The appearance of Apple’s iPhone in late June might not have an immediate discernible effect on business email users. The version 1.0 iPhone isn’t really enterprise ready, and as Paul Robichaux points out in his recent commentaries (see “The iPhone and Exchange” and “The iPhone and Exchange, Part 2”), getting an iPhone to sync with an Exchange server takes some fiddling.
But for all its failings as a corporate messaging device, the iPhone signals a shift in business users’ expectations for mobile email services. A recent Gartner report speaks to this topic by confirming what many IT admins have suspected: The demand for wireless email services is about to explode. Gartner predicts that the number of wireless email users will increase from fewer than 20 million business users to more than 350 million business and consumer users by 2010, and that within the next three years, more than 20 percent of all email accounts will be wireless enabled.
Gartner sees the boundaries between mobile devices for business and personal use blurring. Employees and professionals increasingly want access to mobile email services outside of the enterprise, while businesses are feeling a growing pressure to give their employees real-time, mobile communications. Gartner also forecasts a longer-term convergence trend, wherein multiple messaging technologies will be integrated “into a single, technology-transparent and presence enabled messaging style,” says Monica Basso, a Gartner research vice president.
The point of the iPhone is not, perhaps, that it isn’t quite ready for business, at least not yet—but rather that business users are ready for a multimedia mobile device like the iPhone. It’s the end users you serve, from the executive suite on down, who are driving the need for mobile services—most notably email, but also access to business applications and the Web from their mobile devices. And as users’ mobile-technology awareness and demand for support surges, Exchange administrators will have their hands full with managing profiles, ensuring security, and monitoring and troubleshooting the components of the mobile service (e.g., Exchange, wireless carriers, the devices themselves). To help you get a handle on the challenges of managing your mobile Exchange users, take a look at the list of articles on topics related to Exchange and mobility at the end of this commentary. For more help, check out Brien Posey’s article, coming August 21, which came about in direct response to a reader’s request for more information about managing mobile messaging in Exchange 2007.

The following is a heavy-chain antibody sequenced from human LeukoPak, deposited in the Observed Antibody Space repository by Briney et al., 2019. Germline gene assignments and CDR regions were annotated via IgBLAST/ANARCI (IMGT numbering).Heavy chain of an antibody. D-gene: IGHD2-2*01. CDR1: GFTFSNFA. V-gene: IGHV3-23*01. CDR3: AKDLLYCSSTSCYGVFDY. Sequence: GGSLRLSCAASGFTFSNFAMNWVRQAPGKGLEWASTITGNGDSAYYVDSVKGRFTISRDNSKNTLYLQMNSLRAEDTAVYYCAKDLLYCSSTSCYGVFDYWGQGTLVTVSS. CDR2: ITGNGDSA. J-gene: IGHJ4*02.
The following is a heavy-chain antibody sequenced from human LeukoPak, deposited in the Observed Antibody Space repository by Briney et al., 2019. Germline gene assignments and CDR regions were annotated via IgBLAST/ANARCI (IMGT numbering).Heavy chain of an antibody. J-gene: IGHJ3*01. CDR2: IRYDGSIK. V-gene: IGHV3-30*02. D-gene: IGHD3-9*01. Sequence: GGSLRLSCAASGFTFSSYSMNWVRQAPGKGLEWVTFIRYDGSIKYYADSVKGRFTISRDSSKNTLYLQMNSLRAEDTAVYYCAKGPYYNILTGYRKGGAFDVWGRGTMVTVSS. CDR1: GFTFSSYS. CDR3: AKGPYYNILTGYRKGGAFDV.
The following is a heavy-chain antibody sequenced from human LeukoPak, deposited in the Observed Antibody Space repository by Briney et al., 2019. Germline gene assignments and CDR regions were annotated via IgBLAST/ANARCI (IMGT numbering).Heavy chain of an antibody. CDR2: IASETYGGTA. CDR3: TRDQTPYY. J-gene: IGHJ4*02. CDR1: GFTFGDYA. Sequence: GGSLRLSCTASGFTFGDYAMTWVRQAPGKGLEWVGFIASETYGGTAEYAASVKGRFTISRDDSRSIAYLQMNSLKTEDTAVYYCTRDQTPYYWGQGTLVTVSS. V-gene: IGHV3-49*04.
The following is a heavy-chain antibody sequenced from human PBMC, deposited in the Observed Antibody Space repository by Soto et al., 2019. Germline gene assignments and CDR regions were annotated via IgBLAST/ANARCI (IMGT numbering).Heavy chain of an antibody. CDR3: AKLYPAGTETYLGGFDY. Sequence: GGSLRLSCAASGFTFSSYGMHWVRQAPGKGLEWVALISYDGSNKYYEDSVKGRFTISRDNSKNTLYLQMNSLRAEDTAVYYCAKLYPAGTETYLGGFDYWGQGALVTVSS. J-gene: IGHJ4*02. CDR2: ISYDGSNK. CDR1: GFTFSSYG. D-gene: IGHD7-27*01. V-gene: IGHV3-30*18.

Thanks to the readers who have taken the time to email me your thoughts about the Perspectives commentary and Exchange & Outlook Pro VIP. Email me and tell me what mobile-messaging challenges you’re facing. Have a great month!
—Anne Grubb, Exchange & Outlook Pro VIP Editor
Articles About Exchange and Mobile Messaging
- Beef Up Security for Your Mobile-Device Fleet
- DirectPush in the Real World
- Exchange 2003 SP2's Direct Push Technology
- The Good Solution for Syncing Multiple Wireless Carriers
- The iPhone and Exchange
- The iPhone and Exchange, Part 2
- Getting your iPhone to Sync with Exchange 2003
- Making the Switch to Windows Mobile
Articles About Mobile Technology